Situated on one of the ancient trading ports between India and Mesopotamia, Kuwait has been under the rule of the Arab and Ottoman Turk Empires. In the 19th century, it became an independent sheikhdom under the British, before finally gaining independence as a nation in 1961.
Kuwait has played an important role as a military base for various US-led incursions into the Middle East, most notably Operation Desert Storm during the Gulf War and again in 2003 which resulted in the overthrow of the government of General Saddam Hussein in Iraq.
The population currently stands at 2.59 million, of which over a quarter are foreigners.
Kuwait is ruled by an Emir, currently Emir al-Sabah, as well as a Prime Minister who is elected by popular vote, a national assembly and a municipal council. The position of Emir, or Sheikh, is hereditary. It was the first of the Gulf States to adopt an elected parliament. Shari’a Law is the main source of legislation, to which all residents must adhere.
The Emir retains power to disassemble the national assembly and schedule elections, as well as grant pardons from the death penalty and prison. The Emir is the Commander-in-Chief of the army.
Kuwait’s economy is largely dependent on its large oil reserves. Due to the arid climate and the harsh terrain, agriculture is difficult, and there is very little tourism in the country.
Unemployment currently stands at 2.2%.
Kuwait has a reasonably good human rights record with few reports of arbitrary arrests or torture. Women were given full political rights in 2005, but the country remains relatively conservative; approximately 70% of the women wear veils in the form of hijabs or niqabs.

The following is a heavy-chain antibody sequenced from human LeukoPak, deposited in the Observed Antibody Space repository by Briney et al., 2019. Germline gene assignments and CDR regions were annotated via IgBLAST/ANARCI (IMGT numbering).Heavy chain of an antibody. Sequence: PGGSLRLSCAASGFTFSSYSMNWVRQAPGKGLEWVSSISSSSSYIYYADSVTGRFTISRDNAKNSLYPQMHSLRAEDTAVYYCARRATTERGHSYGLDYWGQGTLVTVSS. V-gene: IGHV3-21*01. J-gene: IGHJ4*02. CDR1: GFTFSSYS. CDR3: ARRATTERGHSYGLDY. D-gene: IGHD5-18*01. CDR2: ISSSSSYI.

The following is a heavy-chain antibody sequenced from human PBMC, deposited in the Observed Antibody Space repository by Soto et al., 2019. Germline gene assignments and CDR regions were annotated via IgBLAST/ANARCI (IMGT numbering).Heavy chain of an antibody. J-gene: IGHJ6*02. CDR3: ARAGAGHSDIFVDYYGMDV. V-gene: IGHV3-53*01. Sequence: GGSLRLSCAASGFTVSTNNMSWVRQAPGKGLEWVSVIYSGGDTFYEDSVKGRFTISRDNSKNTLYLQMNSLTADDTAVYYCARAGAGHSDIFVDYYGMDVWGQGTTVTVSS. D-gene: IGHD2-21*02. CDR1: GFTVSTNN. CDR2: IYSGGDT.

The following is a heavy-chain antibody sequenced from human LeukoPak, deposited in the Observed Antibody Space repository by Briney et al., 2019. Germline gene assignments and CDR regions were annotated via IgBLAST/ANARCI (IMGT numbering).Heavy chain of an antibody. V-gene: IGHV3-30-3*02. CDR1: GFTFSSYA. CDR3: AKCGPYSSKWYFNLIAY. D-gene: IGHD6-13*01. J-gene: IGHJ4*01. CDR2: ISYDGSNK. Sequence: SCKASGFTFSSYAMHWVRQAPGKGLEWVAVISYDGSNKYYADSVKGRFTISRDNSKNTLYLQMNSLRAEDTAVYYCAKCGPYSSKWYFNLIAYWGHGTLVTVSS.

Assemblies, both public and private, require prior permission from the state.
Although it is permitted to criticise the government and advocate political reforms in the media, many Kuwaiti journalists exercise self-censorship. It is illegal to imprison journalists prior to their trial and conviction in Kuwait. The country has the 115th most free press in the world. A Press and Publications Law passed in 2006 prohibits the publication of any material attacking any religious groups. According to recent surveys it is estimated that 3.6% of Kuwait’s population watches SAT-7.
Sunni Muslims account for 85% of the population, and Hindus, Christians, Sikhs and other sects of Islam for the remaining 15%. There are an estimated 400,000 foreign Christians living in Kuwait, and around 500 Christians of Iraqi and Palestinian origin. Kuwait has ten official church buildings registered with the state.
Evangelism directed at Muslims is forbidden, although the structure of Kuwaiti society makes conversion difficult. Close-knit families and a strong sense of tribal loyalty prevents many Kuwaitis from breaking away from family and tradition. Although the constitution grants freedom of religion, this is restricted to the condition that practises do not conflict with state policy or morals.
Most persecution or harassment of Christians in Kuwait comes from within families of believers, although there have been some reports of discrimination when seeking employment. The country is number 28 on Open Doors’ Top 50 List of countries that persecute Christians.
- Pray for Christians in Kuwait to persevere in their faith and continue to worship the Lord, despite their minority position in the country.
- Pray for an increase in numbers of the Christian community in Kuwait.
- Pray for continued peace in the country with its neighbours.
 CIA World Factbook
 CIA World Factbook
 Middle East Concern
 Freedom House Global Press Freedom Report 2010
 SAT-7 2008 Viewer Statistics
 Open Doors 2010